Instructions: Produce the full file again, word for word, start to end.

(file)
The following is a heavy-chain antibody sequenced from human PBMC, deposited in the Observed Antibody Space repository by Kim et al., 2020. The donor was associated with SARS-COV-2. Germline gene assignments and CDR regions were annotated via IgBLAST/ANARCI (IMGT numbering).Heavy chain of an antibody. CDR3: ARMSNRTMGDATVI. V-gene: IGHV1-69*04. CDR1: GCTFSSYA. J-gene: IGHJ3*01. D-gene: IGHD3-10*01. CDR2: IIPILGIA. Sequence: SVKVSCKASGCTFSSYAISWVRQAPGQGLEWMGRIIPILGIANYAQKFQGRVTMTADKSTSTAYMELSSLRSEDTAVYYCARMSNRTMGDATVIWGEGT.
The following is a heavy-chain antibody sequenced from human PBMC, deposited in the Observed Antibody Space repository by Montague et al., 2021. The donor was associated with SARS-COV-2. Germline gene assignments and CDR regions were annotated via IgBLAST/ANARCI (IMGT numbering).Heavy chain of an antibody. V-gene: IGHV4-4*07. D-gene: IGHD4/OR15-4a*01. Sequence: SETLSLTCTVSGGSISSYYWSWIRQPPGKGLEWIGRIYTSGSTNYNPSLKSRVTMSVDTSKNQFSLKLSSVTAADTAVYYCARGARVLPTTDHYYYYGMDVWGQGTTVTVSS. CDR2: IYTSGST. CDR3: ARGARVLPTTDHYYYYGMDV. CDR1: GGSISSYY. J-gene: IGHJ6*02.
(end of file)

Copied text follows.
The following is a heavy-chain antibody sequenced from human PBMC, deposited in the Observed Antibody Space repository by Kim et al., 2020. The donor was associated with SARS-COV-2. Germline gene assignments and CDR regions were annotated via IgBLAST/ANARCI (IMGT numbering).Heavy chain of an antibody. CDR3: ARMSNRTMGDATVI. V-gene: IGHV1-69*04. CDR1: GCTFSSYA. J-gene: IGHJ3*01. D-gene: IGHD3-10*01. CDR2: IIPILGIA. Sequence: SVKVSCKASGCTFSSYAISWVRQAPGQGLEWMGRIIPILGIANYAQKFQGRVTMTADKSTSTAYMELSSLRSEDTAVYYCARMSNRTMGDATVIWGEGT.
The following is a heavy-chain antibody sequenced from human PBMC, deposited in the Observed Antibody Space repository by Montague et al., 2021. The donor was associated with SARS-COV-2. Germline gene assignments and CDR regions were annotated via IgBLAST/ANARCI (IMGT numbering).Heavy chain of an antibody. V-gene: IGHV4-4*07. D-gene: IGHD4/OR15-4a*01. Sequence: SETLSLTCTVSGGSISSYYWSWIRQPPGKGLEWIGRIYTSGSTNYNPSLKSRVTMSVDTSKNQFSLKLSSVTAADTAVYYCARGARVLPTTDHYYYYGMDVWGQGTTVTVSS. CDR2: IYTSGST. CDR3: ARGARVLPTTDHYYYYGMDV. CDR1: GGSISSYY. J-gene: IGHJ6*02.